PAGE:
Lawyers and Mobile Gadgets – Staying Connected in Style

Although many lawyers stay connected with smartphones, laptops, digital cameras, ebook readers and other mobile gadgets, it takes panache to be able to carry off carting all those devices–especially when you’re walking into a meeting. In some circles, many older lawyers actually appear more at-home carrying these gadgets than their junior counterparts.  Perhaps, notes Law.com’s Law Technology News, this is because they’ve long since mastered the art of appearing polished. 

Yet lawyers of any age group who carry too many into a meeting risk appearing like “a nerd, a geek or maybe even a Batman wannabe.” So what’s the secret to staying digitally connected in style?  


When Sandy Dumont, a style consultant in Norfolk, Virginia, was asked how lawyers can pull this off, she said that, when walking into a business meeting or proceeding, you need to pack those gadgets away. “You don’t want to have too many contraptions.”  Others will tend to think you’re carrying the mobile thing a bit too far, she advised. That might be the first thing they notice about you. (Do you really want to be remembered as the lawyer with the most—and perhaps noisiest–contraptions?) People will think you’re focused on technology, at the expense of whatever else is going on.  

OK, so how are you supposed to pack the three or four objects you routinely carry?   Dumont recommends a good old-fashioned briefcase–especially a thick, leather case.  And don’t walk in carrying the laptop alongside the case.  “Just make sure everything goes inside…”  According to Dumont, this will give the impression of a lawyer who takes his job seriously and is prepared to tackle any situation.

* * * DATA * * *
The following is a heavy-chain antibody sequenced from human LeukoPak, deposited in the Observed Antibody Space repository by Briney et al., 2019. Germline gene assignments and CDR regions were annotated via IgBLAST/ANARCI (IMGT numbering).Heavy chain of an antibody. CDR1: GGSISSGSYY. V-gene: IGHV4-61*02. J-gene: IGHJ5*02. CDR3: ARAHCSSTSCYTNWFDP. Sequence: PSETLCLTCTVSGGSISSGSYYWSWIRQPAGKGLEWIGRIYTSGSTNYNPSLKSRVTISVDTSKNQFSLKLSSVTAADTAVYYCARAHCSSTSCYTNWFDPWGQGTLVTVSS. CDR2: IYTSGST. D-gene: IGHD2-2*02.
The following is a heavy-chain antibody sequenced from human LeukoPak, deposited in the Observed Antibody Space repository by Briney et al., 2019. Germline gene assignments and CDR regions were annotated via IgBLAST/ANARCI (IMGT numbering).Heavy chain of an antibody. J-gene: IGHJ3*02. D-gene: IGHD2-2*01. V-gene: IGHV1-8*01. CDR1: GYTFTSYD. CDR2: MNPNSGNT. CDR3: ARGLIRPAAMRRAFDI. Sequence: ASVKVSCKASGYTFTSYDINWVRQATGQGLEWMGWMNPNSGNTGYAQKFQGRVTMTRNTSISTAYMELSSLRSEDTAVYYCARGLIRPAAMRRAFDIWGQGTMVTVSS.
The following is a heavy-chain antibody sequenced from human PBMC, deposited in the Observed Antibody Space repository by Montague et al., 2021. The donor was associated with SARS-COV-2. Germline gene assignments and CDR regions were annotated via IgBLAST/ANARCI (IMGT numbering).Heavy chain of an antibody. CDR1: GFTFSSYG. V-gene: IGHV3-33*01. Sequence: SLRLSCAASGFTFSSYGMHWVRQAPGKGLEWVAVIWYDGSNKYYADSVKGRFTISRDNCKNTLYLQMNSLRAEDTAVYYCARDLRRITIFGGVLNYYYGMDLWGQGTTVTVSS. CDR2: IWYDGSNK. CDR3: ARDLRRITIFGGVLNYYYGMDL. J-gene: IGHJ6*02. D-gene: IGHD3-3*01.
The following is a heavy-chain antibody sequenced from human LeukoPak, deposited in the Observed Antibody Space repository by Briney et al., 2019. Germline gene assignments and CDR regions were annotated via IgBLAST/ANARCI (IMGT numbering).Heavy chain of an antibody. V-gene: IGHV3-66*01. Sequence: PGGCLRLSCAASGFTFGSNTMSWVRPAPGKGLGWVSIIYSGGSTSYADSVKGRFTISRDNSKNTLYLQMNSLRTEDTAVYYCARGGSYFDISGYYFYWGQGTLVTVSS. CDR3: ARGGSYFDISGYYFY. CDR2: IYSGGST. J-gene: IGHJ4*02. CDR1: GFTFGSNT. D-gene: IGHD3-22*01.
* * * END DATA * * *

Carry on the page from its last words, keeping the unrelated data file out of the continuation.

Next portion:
Another advisor, Constance Dunn, an image consultant, takes a different approach.  She maintains that you can walk around with as many devices as you can handle, as long as you make it look graceful and easy each time you use one.  “When it comes to devices, you need to pay attention to how you take them out, use them and then put them back,” she says. “It’s almost like a dance.”

Dunn maintains that, once you get a set image of how you want to come across in the world, you should develop that image and keep it fixed in your mind.  “Get that image firmly in your head and emulate it,” she says. “It will become second nature as you work on it mentally.”  

Another helpful hint is to have absolute confidence and proficiency when it comes to working each of the devices.  Don’t walk around with one unless you have got past he peering-quizzically-at-the-screen stage.   And do get in the habit of putting each gadget in the same place on your person each and every day. You don’t want to have to go fumbling for a particular device when you need it. Oh, yes and make sure it’s “easily reachable” for smooth and fast access.  

Now about why older attorneys handle several devices at a time with more aplomb?  According to Dunn, the juggling act is a part of developing a smooth persona—specifically an “in-control persona” that you build as you mature.  (This applies to both sexes.)  “If you’re more of a junior type, momentary pressure can temporarily override your persona,” Dunn explains.  

Finally, a useful tip for keeping unnecessary distractions or momentary pressures at bay, start carrying two cell phones…one for personal and one for client phone calls.  Then, during important business meetings or proceedings, turn off the personal phone. You might even consider leaving it at the office altogether. This will give you some ability to arrange when you tackle the sort of interruptions that can be dealt with at a later time.   

Oh, and don’t use Bluetooth earpieces. They are a bit too “wired” looking, advises Dunn.  Those should be reserved for when you are completely out of sight of colleagues and clients.   For more, go to: http://www.law.com/jsp/lawtechnologynews/PubArticleLTN.jsp?id=1202491709764

-EM

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